How stolen Dutch art fooled even Sotheby's expert eyes

How stolen Dutch art fooled even Sotheby's expert eyes

THE HAGUE - A cunningly disguised stolen work by Dutch contemporary artist Jan Schoonhoven managed to fool experts at the world's largest art broker Sotheby's, who auctioned it in late June for nearly US$300,000 (S$383,000).

Now Dutch police are investigating and questions are being asked how the modern art relief, sculpted in 1969 by one of the country's best-known fine artists, managed to slip through the net of a carefully managed system to end up on a London auction block.

Simply named "R69-32" - referring to the year of creation and an identification number - the white rectangular work which consists of blocks filled with triangles made of papier-mache, disappeared from the Van Bommel Van Dam Museum in the eastern city of Venlo in March.

It was one of four pieces stolen at the time. How they disappeared and who took them remains a mystery and forms part of the police investigation.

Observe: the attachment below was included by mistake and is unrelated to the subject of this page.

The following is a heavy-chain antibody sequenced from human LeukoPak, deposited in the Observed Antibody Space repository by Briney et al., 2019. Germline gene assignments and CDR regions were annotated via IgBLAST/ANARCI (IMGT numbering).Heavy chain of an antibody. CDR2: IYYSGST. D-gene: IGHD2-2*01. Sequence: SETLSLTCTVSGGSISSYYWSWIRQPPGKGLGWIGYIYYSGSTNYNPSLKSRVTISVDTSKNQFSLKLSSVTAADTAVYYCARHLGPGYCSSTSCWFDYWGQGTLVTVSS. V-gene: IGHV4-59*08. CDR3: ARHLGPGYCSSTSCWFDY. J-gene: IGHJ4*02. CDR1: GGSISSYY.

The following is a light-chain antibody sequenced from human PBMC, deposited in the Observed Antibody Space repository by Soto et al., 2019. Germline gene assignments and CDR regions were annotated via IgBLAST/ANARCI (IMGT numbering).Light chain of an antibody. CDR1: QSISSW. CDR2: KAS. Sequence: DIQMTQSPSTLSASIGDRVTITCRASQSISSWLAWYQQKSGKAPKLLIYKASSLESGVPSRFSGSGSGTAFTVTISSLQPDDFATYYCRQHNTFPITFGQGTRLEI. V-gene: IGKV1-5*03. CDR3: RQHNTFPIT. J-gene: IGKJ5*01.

Paul van Rosmalen, a Schoonhoven expert who works for Amsterdam's Borzo Modern and Contemporary Art gallery, was the first to spot the deception.

"The work was simply turned on its side and the series number slightly altered," Van Rosmalen told AFP.

He said the thief changed the series number from "32" to "39" therefore passing it off as a different work.

Schoonhoven, who died in 1994, produced numerous works in series from papier mache which were almost identical in appearance and very hard to tell apart.

It was a simple but devious scheme - and effective enough to fool even the experts at Sotheby's, Van Rosmalen said.

Immediately after the March 22 break-in, Van Bommel Van Dam museum officials notified the London-based Art Loss Register (ALR), the world's largest database of stolen art, about the theft.

Apart from R69-32, three other works, two by Schoonhoven and one by Czech contemporary artist Tomas Rajlich, also disappeared.

Barely three months later however, the now altered "R69-39" showed up for auction at Sotheby's, which was then alerted by the ALR, saying it might potentially match a stolen art work in their database.

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